Our evaluation also identified a number of strengths of the SC2 approach that suggest its value above and beyond what was accomplished in the pilot cities. For pilot cities, the engagement represented a new means of interacting with the federal government whereby the city directs how the federal government can best help address local priorities. Additionally, cities appreciated new or improved relationships with federal representatives, as well as with local stakeholders. For the federal government, the SC2 approach gave agencies insights into how cities with capacity deficits operate and how better to target resources to their needs. Finally, the federal representatives valued the cross-agency collaboration that the approach promoted and the professional development opportunities it presented to team members.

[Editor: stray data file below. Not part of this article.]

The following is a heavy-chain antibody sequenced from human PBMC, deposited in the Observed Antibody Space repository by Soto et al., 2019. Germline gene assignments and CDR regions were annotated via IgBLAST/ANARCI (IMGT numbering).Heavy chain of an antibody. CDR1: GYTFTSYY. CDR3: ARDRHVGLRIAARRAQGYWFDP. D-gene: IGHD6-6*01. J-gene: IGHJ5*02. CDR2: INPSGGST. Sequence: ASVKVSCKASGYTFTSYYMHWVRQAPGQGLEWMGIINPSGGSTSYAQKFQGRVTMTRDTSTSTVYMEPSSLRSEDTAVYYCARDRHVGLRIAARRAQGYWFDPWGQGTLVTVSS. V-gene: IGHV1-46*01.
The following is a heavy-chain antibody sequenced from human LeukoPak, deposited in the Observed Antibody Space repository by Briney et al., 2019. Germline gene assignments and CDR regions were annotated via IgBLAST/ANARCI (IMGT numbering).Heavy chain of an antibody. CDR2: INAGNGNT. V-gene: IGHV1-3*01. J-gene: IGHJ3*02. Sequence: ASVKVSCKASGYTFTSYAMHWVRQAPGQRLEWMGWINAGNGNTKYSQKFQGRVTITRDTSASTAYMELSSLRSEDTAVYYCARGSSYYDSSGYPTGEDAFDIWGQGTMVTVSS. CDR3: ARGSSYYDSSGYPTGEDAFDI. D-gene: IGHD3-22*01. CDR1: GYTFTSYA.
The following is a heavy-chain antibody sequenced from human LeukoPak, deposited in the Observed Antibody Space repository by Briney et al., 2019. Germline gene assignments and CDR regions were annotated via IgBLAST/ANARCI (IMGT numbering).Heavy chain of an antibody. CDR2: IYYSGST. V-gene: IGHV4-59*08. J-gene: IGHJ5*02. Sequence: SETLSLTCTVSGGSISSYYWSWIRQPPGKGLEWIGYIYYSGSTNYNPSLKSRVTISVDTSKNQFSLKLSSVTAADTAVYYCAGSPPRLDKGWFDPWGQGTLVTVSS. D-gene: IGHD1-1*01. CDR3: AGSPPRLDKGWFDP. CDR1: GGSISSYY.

Our evaluation also identified a number of strengths of the SC2 approach that suggest its value above and beyond what was accomplished in the pilot cities. For pilot cities, the engagement represented a new means of interacting with the federal government whereby the city directs how the federal government can best help address local priorities. Additionally, cities appreciated new or improved relationships with federal representatives, as well as with local stakeholders. For the federal government, the SC2 approach gave agencies insights into how cities with capacity deficits operate and how better to target resources to their needs. Finally, the federal representatives valued the cross-agency collaboration that the approach promoted and the professional development opportunities it presented to team members.